Tampa City Council member Orlando Gudes tested positive for the novel coronavirus this week, the Hillsborough County Black Elected Officials announced Friday.
“I’m thankful that I was alerted by Mayor (Jane) Castor and was able to notify my colleagues from the Hillsborough County Black Elected Officials as well as my Tampa City Council members to advise each person to get tested. Without the Mayor’s notification, I probably would not have been tested because I do not have any symptoms of COVID-19. My parents are elderly and have health concerns and I’m thankful I was tested and learned my status so that I can keep them as healthy as possible,” Gudes said in a statement.
Hillsborough County School Board member Tamara Shamburger also tested positive this week. The two are believed to have been in contact with someone carrying the virus while conducting meetings with the black community over civil rights concerns stemming from the George Floyd protests.
That came after speculation a City Council member was among the “city employees” who tested positive, prompting City Council Chair Guido Maniscalco to cancel meetings this week. City officials were previously unable to confirm whether a member of Tampa City Council tested positive for the virus because of health privacy rules.
Maniscalco canceled Thursday evening’s City Council workshop and a quasi-judicial hearing later in the evening.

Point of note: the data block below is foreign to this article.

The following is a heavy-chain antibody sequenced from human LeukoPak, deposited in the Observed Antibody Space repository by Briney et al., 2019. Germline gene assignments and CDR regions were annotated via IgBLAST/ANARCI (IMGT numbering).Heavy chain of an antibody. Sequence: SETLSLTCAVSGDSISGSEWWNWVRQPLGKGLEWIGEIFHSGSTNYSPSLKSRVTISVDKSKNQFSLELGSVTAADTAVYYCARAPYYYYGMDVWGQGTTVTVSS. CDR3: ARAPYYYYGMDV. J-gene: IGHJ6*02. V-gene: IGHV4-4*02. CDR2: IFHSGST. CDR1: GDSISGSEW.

In a letter to City Council, Maniscalco said that “employees” had tested positive for the virus.
“As a result those City employees are required to either quarantine or undergo daily monitoring,” Maniscalco wrote.
He did not offer any details about the department the employees worked in or with whom they may have had contact, but the meeting cancellation suggests exposure was possible.
City Council members aren’t the only to attend meetings. City legal staff and representatives from various departments often are present to offer presentations or to be on hand to answer questions.
The Health Insurance Portability and Accountability Act of 1996 prohibits doctors or others from sharing health data and diagnoses without a patient’s consent.
Under that federal law, the city is barred from releasing health information, though an individual, elected or otherwise, could voluntarily share the information.
Hillsborough County is in the midst of a new surge in coronavirus cases. The Florida Department of Health reported 220 new cases Wednesday, down from 246 Tuesday, but still a significant increase over the 54 cases reported two weeks ago. Over the past two weeks, new cases have only been less than 100 on four days. Three of the past four days have seen more than 200 new cases.
The county now has 4,610 reported cases since the virus first appeared in Florida in March. Hillsborough County has the highest concentration of cases outside of South Florida.
The rate of positive tests is also going up. For the second day in a row the percentage of positive tests landed in double digits at 12.1% Wednesday and 13.9% Tuesday. The seven day average is 8.9%. That’s up from early June where the percentage hovered around 3%.